Herein, we examine EndoMT and underlying mechanisms in adipose tissue with experimental models and clinical datasets. First, employing methods that trace the endothelial cell lineage in mice, it was found that diet-induced obesity accelerates the rate of EndoMT in adipose tissue, particularly in visceral compared to subcutaneous adipose tissue. Transcriptomic analysis of the EndoMT cells from obese mice revealed the upregulation of EndoMT-related genes, including the enrichment of inflammatory response genes. A similar transcriptional profile was also observed in human primary adipose-derived endothelial cells treated with a pro-inflammatory cytokine cocktail to induce EndoMT. Finally, the analysis of single cell RNA sequencing (scRNAseq) datasets of stromal cells from the visceral adipose tissue of individuals with obesity revealed a subset of endothelial cells expressing transcripts associated with EndoMT. The combined analysis of these human single cell datasets identified transcription profiles that were also found in the experimental models of EndoMT. Collectively, these data support the conclusion that obesity accelerates EndoMT in adipose tissue and that this is associated with an inflammatory transcriptional response within the EndoMT cells.

Materials and methods

Animal work

All experiments and handling of mice was approved by the University of Virginia Animal Care and Use Committee (ACUC). Mice used in these experiments were generated from two transgenic alleles: Cdh5-CreERT2 (24) and ROSA26-eYFP (25). Tamoxifen was administered to mice at 6 weeks of age by 10 injections of 100 μl of 10 mg/ml Tamoxifen (Sigma, Cat #T5648) dissolved in peanut oil. Injections were performed once per day for 5 days, followed by 2 days of recovery, then once per day for 5 days. Mice were then given a recovery period of 14 days before further assays were performed. Euthanasia of mice was performed by overdose of inhaled isoflurane followed by surgical pneumothorax induction. Both male and female mice were used in these experiments.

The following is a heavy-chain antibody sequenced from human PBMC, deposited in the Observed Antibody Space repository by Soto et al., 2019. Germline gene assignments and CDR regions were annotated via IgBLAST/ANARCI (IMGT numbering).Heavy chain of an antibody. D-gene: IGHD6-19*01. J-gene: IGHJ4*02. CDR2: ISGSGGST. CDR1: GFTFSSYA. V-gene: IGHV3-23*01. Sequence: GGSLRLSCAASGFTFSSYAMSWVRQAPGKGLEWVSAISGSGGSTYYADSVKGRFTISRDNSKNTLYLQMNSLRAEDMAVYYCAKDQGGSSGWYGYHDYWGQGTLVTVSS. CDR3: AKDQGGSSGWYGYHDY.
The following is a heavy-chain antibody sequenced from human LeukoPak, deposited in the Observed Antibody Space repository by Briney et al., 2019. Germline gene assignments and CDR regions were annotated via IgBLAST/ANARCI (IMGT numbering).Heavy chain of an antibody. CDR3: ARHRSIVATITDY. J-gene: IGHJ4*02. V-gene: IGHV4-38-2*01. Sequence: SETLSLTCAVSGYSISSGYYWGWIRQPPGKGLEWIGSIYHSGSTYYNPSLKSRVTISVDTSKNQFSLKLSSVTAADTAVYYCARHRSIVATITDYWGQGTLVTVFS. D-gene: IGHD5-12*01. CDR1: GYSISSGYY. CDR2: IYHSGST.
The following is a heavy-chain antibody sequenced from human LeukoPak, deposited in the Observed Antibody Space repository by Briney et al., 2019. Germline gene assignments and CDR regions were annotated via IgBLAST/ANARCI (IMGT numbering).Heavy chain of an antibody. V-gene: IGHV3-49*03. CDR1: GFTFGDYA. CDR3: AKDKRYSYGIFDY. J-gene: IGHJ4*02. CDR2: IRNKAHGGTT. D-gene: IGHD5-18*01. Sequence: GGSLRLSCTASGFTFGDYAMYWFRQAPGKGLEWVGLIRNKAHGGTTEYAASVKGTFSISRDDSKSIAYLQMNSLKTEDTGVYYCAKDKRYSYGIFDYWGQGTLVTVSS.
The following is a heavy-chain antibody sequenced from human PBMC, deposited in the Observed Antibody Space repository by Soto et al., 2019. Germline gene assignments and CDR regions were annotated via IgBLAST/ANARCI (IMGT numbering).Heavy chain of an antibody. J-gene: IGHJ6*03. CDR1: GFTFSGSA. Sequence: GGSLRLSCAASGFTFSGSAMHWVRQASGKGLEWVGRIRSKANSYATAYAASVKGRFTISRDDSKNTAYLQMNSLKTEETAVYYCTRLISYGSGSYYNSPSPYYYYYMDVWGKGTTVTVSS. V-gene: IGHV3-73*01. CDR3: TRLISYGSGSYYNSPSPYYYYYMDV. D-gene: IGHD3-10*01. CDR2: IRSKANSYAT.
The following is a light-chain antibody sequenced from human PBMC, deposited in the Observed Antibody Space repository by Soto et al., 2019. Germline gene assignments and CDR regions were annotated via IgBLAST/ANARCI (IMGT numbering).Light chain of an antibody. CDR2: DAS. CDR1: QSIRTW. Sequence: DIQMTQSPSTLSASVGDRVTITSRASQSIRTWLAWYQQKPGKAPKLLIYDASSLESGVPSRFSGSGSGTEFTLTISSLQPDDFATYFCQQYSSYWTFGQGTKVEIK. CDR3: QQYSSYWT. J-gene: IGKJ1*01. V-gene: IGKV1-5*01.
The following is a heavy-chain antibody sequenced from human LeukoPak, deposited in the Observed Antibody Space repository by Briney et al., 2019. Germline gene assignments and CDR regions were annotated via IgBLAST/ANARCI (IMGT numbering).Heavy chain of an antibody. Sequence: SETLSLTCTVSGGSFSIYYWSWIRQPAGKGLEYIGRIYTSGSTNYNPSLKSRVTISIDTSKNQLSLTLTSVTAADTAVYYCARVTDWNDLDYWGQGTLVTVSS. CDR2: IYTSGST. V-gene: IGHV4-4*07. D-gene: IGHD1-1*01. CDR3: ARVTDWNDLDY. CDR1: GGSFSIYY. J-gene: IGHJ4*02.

High fat and high sucrose (HF/HS) diet-induced obesity model

Mice were fed ad libitum with either a normal chow (NC) diet or high fat and high sucrose (HF/HS) diet (F1850, Bio-Serv) for 13, 26, or 52 weeks starting at 10 weeks after the tamoxifen injection protocol. Several mice were maintained on NC diet for 104 weeks. Total number of mice analyzed at 13 weeks was 8 NC diet (3 female, 5 male) and 15 HF/HS diet (8 female, 7 male), at 26 weeks was 9 NC diet (4 female, 5 male) and 17 HF/HS diet (9 female, 8 male), at 52 weeks was 9 NC diet (4 female, 5 male) and 13 HF/HS diet (8 female, 5 male), and at 104 weeks was 11 NC diet (4 female, 7 male). The composition of the HF/HS diet is 35.8% fat, 36.8% carbohydrate, and 20.3% protein. Mice were weighed at initiation of diet and at euthanasia. Metabolic function in some mice was assessed by glucose tolerance test (GTT) and insulin tolerance test (ITT) before euthanasia. GTT was performed by fasting mice overnight, administering an intraperitoneal injection of 1 mg glucose (50% dextrose injection, Hospira, Cat# 0409-6648-02) per 1 g body weight, then measuring blood glucose by glucose test strips (Accuchek, Roche) at 0, 15, 30, 60, 90, and 120 min after injection. ITT was performed by fasting mice for 4–6 h, administering an intraperitoneal injection of 0.75 U insulin (Humulin, Eli Lilly, Cat# 0002-8215-17) per 1 kg body weight, then measuring blood glucose at 0, 15, 30, 60, 90, and 120 min after injection.

Tissue collection and analysis

Mice were euthanized according to protocols approved by the University of Virginia ACUC at 13, 26, and 52 weeks after diet, along with several mice at 104 weeks after normal control diet. Subcutaneous adipose tissue was collected from the inguinal fat pad. Visceral adipose tissue was collected from the epididymal fat pad. Lung, kidney, and liver were isolated. Small tissue samples were collected and fixed with 4% paraformaldehyde for immunofluorescent staining and imaging analysis. Cells were isolated from fresh tissues by physical mincing with dissection scissors and then incubation in digestion solution of 5 mg/ml Liberase™ (Sigma, Cat #LIBTM-RO) and 5 μl/ml elastase (Sigma, Cat #E1250) in HBSS (Gibco, Cat #14025092) at 37°C for 60 min. Digested tissue was then centrifuged at 1000 × g for 5 min, and the supernatant containing adipocytes was removed. The cell pellet was resuspended and passed through a 70 μm filter. If used for flow cytometry, cells were fixed with 4% paraformaldehyde for 10 min on ice. Cells were then washed and incubated in immunofluorescent antibodies for flow cytometry analysis and FACS in staining buffer containing 1% BSA (Sigma, Cat #A6003) in PBS (Gibco, Cat #10010023). If used for FACS, a viability stain was included to eliminate cells with ruptured membranes. Immunofluorescent antibodies were used for flow cytometry and FACS: BV421-conjugated anti-mouse CD31 (MEC 13.3, BD Biosciences, Cat #562939), PerCP-conjugated anti-mouse CD45 (30-F11, BD Biosciences, Cat #557235), AlexaFluor594-conjugated anti-Acta2 (D4K9N, Cell Signaling Technologies, Cat #36110). Flow cytometry and FACS were performed using a FACSMelody (BD Biosciences). Flow cytometry was analyzed using FlowJo v10.6.1. Linear and multivariate regression analysis was performed using the Fitting Linear Models function in R with the “lm()” function.

Fluorescence immunostaining